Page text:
When I joined Debian, Debian Weekly News was an important tool for me to follow the project. I must have read each issue until, during the Dunc-Tank controversy, I read the following in the introduction of the 2006-09-26 issue:
This was horrific not just from a public relations standpoint, but from a manpower standpoint. Having someone replace Joey would be extremely difficult. And indeed, at that point, Debian Weekly News did stop being weekly, before its last issue came out on 2007-07-03.
I cannot blame Joey for what he did. He must have been burnt out at the time, and if it wasn't for the fact that Dunc-Tank was unofficial, it would have been a good reason to leave. I felt compelled to take over from Joey, but that would have been too much work, and I never thought weekly news was a good format anyway.
But when I saw Alexandr Schmehl's call to resurrect DWN inside the Publicity team, I felt it was my duty to help. And that wasn't hard - the first issues had very poor quality, and I quickly started reviewing them.
A lot has happened since. Many people joined the team. Many people left. A few people got quite involved. Unfortunately, no one got involved as much and for as long as Joey did. And the news never regained their former frequency, nor did they approach their former quality. Few contributors officially resigned, but I guess I am the last one from the initial crew to quit. Over time, my involvement expanded to review all public communications.
Fast forward to September 2015. Many of those in charge of Debian's public relations, including myself, were probably surprised to read Updating delegation - Press/Publicity/Bits. There were good news there. Despite the title, this was essentially making the publicity team delegated, which had never been done before. For the first time, the publicity team was officially recognized. Merging the previous teams was perhaps a good idea. But most members of the previous teams were no longer part of the new team, without any explanation. On 2015-10-04, I contacted the DPL asking what this was all about. As the mailing list has been broken for many months, only one of these mails has been archived. I am making these mails public by including them below.
> - Team members must word articles in a way that reflects the Debian project's stance on issues rather than their own personal opinion.
This is not an actual task. I do not think delegations should try telling teams how to do their job, and I do not think neutrality should only be requested from the publicity team... if there is such a thing as neutrality.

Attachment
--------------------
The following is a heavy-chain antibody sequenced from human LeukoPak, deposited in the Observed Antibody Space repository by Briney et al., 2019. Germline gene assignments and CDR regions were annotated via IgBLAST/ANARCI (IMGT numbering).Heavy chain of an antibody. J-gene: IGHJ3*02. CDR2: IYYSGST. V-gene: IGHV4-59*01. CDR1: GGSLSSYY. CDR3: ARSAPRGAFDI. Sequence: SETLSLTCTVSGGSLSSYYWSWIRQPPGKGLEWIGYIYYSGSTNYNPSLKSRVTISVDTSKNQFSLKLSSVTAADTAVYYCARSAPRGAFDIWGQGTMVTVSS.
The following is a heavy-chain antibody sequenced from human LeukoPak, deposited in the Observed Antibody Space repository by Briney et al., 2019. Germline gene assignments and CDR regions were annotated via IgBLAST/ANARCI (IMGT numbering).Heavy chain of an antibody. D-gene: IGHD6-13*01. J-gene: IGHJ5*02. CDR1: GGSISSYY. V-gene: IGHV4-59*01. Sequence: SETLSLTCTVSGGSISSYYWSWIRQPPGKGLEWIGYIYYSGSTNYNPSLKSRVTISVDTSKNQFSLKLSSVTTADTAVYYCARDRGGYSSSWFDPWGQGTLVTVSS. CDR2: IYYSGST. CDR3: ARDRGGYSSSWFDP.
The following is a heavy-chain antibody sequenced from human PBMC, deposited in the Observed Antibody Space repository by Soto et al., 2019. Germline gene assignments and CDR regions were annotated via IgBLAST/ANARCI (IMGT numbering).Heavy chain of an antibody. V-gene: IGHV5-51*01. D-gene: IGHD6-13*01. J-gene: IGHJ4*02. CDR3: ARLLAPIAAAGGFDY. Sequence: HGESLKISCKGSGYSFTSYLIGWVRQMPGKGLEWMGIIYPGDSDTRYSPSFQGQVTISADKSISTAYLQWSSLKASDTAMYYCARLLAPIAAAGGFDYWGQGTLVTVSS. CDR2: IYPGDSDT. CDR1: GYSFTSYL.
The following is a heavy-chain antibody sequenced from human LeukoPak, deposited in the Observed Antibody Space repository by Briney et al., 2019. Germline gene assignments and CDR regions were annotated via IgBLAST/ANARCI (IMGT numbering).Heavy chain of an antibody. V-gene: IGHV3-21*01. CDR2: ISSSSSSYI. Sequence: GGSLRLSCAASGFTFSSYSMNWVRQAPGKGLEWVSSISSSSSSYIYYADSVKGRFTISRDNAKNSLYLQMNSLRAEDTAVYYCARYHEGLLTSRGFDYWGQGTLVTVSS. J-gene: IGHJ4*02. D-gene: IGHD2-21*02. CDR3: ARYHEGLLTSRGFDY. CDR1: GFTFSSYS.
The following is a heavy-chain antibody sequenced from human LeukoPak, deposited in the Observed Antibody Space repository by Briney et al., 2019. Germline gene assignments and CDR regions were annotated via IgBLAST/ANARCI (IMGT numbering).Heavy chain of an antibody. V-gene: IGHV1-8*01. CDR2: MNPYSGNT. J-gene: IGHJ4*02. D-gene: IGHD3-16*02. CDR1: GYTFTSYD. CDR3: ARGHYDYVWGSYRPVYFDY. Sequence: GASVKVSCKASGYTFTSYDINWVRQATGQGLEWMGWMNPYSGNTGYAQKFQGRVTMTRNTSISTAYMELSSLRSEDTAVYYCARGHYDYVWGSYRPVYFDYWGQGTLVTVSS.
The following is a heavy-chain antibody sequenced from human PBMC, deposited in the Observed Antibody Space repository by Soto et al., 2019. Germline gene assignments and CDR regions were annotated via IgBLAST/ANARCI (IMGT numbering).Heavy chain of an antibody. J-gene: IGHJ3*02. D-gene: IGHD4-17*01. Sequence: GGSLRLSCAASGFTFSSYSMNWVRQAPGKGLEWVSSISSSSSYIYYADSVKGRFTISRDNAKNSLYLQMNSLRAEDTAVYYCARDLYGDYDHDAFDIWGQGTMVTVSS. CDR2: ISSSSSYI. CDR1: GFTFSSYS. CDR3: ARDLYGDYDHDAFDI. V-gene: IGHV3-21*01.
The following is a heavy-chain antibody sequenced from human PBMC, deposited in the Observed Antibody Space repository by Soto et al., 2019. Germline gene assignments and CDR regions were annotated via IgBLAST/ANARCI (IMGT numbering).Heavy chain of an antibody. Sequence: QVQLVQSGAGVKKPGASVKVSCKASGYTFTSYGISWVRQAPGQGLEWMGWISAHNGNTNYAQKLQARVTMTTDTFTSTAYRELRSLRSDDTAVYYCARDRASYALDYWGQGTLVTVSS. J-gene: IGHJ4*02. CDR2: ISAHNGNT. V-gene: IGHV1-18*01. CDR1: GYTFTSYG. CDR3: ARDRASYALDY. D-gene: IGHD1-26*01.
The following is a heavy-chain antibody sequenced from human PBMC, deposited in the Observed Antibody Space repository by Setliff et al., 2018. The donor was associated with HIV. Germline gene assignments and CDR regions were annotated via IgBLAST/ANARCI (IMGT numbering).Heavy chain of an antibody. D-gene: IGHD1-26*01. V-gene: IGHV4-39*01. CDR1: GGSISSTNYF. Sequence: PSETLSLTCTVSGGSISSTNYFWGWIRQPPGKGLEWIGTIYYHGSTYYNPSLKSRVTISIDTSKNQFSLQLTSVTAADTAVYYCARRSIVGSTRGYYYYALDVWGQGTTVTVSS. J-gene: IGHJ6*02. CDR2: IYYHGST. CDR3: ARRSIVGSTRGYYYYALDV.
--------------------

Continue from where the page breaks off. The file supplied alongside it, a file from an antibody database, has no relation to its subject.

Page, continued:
> - Finally, the Publicity Team is the official Debian contact point for press inquiries and media people outside Debian. When acting in such capacity, members of the team act as a spokesperson of the Debian Project.
I have never been part of the bits team, nor intensively involved in the others. I have no strong opinion on whether merging is a good idea, though it seems reasonable.
That being said, I really think such a cut would be detrimental. I have been focused on project news, but ever since Joey left, "the team" (we did not talk about a team back then) has been understaffed. Removing most members will certainly push quality and timeliness even lower.
Were members removed because you did not want to grant them press privileges? If so, I think this should be canceled, or the team structure should be complexified to support different accesses for different members. I do not think members would be offended. In fact, this was already the case, and I for one have zero desire to get more accesses.
If you confirm your decision, I will let you be the one to officially remove members from the list.
Neil's answer came the next day. The next day, I replied:
> Delegations are not only about tasks, and this doesn't tell them how to fulfil the role. It's a limiting on the scope of the delegation though.
I do not see the neutrality item as a limitation of scope. I do see it as a rule on how the role must be or must not be fulfilled.
If there is concern about releases being controversial or otherwise low in quality, what we need is better reviewing, and this has been discussed before, unfortunately without results so far: https://lists.debian.org/debian-publicity/2011/08/msg00020.html